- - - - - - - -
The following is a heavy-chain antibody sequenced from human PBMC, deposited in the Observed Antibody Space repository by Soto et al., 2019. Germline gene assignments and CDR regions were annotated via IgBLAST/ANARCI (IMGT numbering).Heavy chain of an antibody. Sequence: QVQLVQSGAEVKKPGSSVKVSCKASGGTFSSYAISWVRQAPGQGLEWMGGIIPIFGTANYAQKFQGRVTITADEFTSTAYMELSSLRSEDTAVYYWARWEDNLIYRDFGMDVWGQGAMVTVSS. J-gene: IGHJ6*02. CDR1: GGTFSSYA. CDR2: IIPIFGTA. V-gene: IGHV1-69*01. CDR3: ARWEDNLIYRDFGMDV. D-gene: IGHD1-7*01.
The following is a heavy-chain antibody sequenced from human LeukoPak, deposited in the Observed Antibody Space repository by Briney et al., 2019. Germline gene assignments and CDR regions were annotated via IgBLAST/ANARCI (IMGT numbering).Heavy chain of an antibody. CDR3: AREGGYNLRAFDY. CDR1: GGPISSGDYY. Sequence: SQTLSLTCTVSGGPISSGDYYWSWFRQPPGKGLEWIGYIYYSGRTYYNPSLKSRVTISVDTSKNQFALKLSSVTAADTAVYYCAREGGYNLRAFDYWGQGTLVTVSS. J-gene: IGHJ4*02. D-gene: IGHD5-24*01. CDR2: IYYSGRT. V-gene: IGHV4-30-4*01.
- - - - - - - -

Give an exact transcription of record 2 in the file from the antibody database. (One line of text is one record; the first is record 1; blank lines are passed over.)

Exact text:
The following is a heavy-chain antibody sequenced from human LeukoPak, deposited in the Observed Antibody Space repository by Briney et al., 2019. Germline gene assignments and CDR regions were annotated via IgBLAST/ANARCI (IMGT numbering).Heavy chain of an antibody. CDR3: AREGGYNLRAFDY. CDR1: GGPISSGDYY. Sequence: SQTLSLTCTVSGGPISSGDYYWSWFRQPPGKGLEWIGYIYYSGRTYYNPSLKSRVTISVDTSKNQFALKLSSVTAADTAVYYCAREGGYNLRAFDYWGQGTLVTVSS. J-gene: IGHJ4*02. D-gene: IGHD5-24*01. CDR2: IYYSGRT. V-gene: IGHV4-30-4*01.